Companies experience many challenges with performance management, some of which are a factor of the external environment, and some are caused by internal issues. Diana Neelman provided some examples in a recent BLR webinar.
- A culture of entitlement minimizes the effectiveness of performance management. Believe it or not, many companies still reinforce an entitlement mentality by providing annual increases or bonuses that are not tied to company performance, or by providing pay actions that do not differentiate the top performers from the others. In a true pay-for-performance environment, performance needs to impact pay and HR actions in order to be effective.
While this is a cultural shift that takes some time to change, it is possible; however, it requires a good deal of dedication from top management, HR, and other managers to be a success. Be aware that making this change may result in turnover, but often of employees you can afford to lose.
- Inconsistent implementation by managers leads to mistrust and disengagement. Managers need to be fully trained on the process and HR needs to monitor managers to ensure that the program is being used consistently and objectively. When managers use the process differently, it puts a good deal of stress on the system and can weaken it to the point of distrust by employees.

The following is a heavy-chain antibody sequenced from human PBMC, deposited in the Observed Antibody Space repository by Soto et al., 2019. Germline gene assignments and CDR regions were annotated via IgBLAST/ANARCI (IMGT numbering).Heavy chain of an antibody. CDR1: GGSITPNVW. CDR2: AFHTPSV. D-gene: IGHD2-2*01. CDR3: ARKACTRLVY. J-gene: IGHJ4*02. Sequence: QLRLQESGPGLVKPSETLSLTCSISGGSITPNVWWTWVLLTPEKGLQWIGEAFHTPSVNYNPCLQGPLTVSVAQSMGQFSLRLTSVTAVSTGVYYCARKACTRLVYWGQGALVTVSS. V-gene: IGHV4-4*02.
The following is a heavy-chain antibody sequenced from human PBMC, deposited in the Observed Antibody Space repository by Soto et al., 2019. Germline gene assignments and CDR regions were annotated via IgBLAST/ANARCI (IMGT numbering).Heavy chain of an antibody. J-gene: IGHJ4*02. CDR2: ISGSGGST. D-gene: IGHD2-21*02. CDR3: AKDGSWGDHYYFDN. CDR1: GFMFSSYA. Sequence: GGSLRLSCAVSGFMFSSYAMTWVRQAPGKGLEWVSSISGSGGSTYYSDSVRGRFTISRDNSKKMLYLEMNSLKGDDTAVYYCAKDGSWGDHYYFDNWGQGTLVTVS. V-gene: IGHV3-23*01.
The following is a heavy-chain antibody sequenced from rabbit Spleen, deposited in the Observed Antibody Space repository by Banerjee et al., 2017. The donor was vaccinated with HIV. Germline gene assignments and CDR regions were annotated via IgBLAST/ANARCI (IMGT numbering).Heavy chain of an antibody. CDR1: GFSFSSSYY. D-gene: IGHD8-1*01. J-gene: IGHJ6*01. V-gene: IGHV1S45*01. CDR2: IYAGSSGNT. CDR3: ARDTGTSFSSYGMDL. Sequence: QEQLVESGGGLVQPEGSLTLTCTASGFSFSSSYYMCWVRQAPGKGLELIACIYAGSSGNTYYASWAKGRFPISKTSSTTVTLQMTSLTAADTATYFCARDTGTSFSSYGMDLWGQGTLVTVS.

- Too many ratings do not challenge managers to identify the truly outstanding performers. By using fewer ratings, it forces management to differentiate the outstanding performers. Otherwise, where there may be an "exceeds" rating between the "outstanding" and "effective" ratings, managers may tend to initiate a rating creep and push people to the "exceeds" rating. This in effect makes the "exceeds" rating the equivalent of the "meets" rating and is less of a differentiator.
- Limited budgets make it difficult to differentiate between performance ratings. However, this is more easily accomplished when fewer performance levels are used. Nevertheless, distinctions should be made even if they are small.
See our related article on factors that can help your pay-for-performance program succeed.
For more information on successfully implementing a pay-for-performance program, order the webinar recording of "Pay for Performance: Keys to Engaging and Retaining Your Best Employees." To register for a future webinar, visit http://catalog.blr.com/audio.
Diana D. Neelman, CCP, is a Principal and Senior Consultant with Compensation Resources, Inc. (CRI) , in Upper Saddle River, New Jersey. With over 20 years of collective compensation and HR experience, Neelman is responsible for business development and project management in all areas of compensation, consulting to a variety of industries on salary administration, performance management, and incentive compensation, with a specific emphasis on executive and general compensation matters within not-for-profit organizations.